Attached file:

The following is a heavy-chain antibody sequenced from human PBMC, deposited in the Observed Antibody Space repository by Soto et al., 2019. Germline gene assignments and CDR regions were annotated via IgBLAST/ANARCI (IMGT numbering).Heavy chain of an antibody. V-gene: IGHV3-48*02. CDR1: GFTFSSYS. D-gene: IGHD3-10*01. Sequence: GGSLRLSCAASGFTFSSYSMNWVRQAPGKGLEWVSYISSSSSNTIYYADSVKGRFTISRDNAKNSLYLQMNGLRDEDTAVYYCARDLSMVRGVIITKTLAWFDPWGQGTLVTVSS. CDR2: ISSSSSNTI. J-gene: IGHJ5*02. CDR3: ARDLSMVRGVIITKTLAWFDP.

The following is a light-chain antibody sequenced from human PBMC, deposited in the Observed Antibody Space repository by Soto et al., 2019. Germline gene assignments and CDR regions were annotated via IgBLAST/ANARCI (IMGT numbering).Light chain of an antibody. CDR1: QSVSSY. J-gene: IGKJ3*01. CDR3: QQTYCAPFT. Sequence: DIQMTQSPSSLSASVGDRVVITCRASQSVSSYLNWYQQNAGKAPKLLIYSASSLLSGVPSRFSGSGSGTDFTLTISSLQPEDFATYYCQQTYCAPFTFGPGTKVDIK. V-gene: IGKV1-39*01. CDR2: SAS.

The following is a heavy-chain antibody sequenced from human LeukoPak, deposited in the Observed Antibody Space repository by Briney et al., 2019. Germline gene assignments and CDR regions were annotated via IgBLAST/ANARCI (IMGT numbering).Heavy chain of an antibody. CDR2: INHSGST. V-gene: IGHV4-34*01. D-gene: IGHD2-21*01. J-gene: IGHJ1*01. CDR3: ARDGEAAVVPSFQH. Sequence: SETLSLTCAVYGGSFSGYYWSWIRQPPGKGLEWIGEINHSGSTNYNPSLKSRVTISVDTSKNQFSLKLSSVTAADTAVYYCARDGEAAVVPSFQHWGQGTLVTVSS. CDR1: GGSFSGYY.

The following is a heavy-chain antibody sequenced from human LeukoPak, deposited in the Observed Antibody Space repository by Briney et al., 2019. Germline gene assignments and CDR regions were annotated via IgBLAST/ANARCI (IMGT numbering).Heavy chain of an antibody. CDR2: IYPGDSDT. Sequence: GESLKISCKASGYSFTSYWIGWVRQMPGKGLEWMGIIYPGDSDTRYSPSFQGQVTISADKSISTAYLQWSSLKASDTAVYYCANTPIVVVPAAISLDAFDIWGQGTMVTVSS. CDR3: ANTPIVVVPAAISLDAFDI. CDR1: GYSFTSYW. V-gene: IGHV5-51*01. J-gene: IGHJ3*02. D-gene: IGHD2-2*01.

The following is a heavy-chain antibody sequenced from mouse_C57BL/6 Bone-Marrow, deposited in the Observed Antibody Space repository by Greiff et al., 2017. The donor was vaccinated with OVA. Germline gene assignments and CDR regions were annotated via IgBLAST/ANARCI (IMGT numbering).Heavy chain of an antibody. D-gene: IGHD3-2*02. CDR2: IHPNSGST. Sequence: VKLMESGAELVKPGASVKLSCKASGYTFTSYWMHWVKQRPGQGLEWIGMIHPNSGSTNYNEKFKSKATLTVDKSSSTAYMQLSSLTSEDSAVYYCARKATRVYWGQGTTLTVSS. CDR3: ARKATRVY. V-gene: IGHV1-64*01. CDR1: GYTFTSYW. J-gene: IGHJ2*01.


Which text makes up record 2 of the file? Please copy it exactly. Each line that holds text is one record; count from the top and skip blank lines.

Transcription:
The following is a light-chain antibody sequenced from human PBMC, deposited in the Observed Antibody Space repository by Soto et al., 2019. Germline gene assignments and CDR regions were annotated via IgBLAST/ANARCI (IMGT numbering).Light chain of an antibody. CDR1: QSVSSY. J-gene: IGKJ3*01. CDR3: QQTYCAPFT. Sequence: DIQMTQSPSSLSASVGDRVVITCRASQSVSSYLNWYQQNAGKAPKLLIYSASSLLSGVPSRFSGSGSGTDFTLTISSLQPEDFATYYCQQTYCAPFTFGPGTKVDIK. V-gene: IGKV1-39*01. CDR2: SAS.